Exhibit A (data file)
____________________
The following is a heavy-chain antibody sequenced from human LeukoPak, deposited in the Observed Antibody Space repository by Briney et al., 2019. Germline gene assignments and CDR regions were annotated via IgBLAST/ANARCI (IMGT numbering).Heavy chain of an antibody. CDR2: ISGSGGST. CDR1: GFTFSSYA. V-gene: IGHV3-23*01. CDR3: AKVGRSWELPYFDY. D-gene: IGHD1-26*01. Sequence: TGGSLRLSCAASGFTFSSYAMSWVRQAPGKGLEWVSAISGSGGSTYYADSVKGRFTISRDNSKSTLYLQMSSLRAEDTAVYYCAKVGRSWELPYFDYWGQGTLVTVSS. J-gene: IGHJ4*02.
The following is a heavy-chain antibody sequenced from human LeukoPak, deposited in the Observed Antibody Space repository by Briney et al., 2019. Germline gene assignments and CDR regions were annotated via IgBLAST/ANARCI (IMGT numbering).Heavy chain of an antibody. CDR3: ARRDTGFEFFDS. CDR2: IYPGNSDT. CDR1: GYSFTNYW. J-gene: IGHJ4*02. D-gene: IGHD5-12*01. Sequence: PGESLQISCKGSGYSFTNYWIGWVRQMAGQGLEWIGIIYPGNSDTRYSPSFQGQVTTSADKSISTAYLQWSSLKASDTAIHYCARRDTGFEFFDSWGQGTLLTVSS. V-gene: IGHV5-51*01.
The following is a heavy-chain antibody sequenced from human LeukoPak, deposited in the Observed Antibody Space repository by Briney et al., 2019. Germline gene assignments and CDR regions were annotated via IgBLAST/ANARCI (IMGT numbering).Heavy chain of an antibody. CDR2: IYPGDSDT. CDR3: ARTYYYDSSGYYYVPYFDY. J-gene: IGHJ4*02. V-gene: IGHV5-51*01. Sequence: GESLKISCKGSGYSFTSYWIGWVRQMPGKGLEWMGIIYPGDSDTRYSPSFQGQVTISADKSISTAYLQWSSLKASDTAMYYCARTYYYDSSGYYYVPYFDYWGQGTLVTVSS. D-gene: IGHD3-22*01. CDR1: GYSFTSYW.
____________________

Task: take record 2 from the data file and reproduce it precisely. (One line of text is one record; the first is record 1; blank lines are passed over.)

The following is a heavy-chain antibody sequenced from human LeukoPak, deposited in the Observed Antibody Space repository by Briney et al., 2019. Germline gene assignments and CDR regions were annotated via IgBLAST/ANARCI (IMGT numbering).Heavy chain of an antibody. CDR3: ARRDTGFEFFDS. CDR2: IYPGNSDT. CDR1: GYSFTNYW. J-gene: IGHJ4*02. D-gene: IGHD5-12*01. Sequence: PGESLQISCKGSGYSFTNYWIGWVRQMAGQGLEWIGIIYPGNSDTRYSPSFQGQVTTSADKSISTAYLQWSSLKASDTAIHYCARRDTGFEFFDSWGQGTLLTVSS. V-gene: IGHV5-51*01.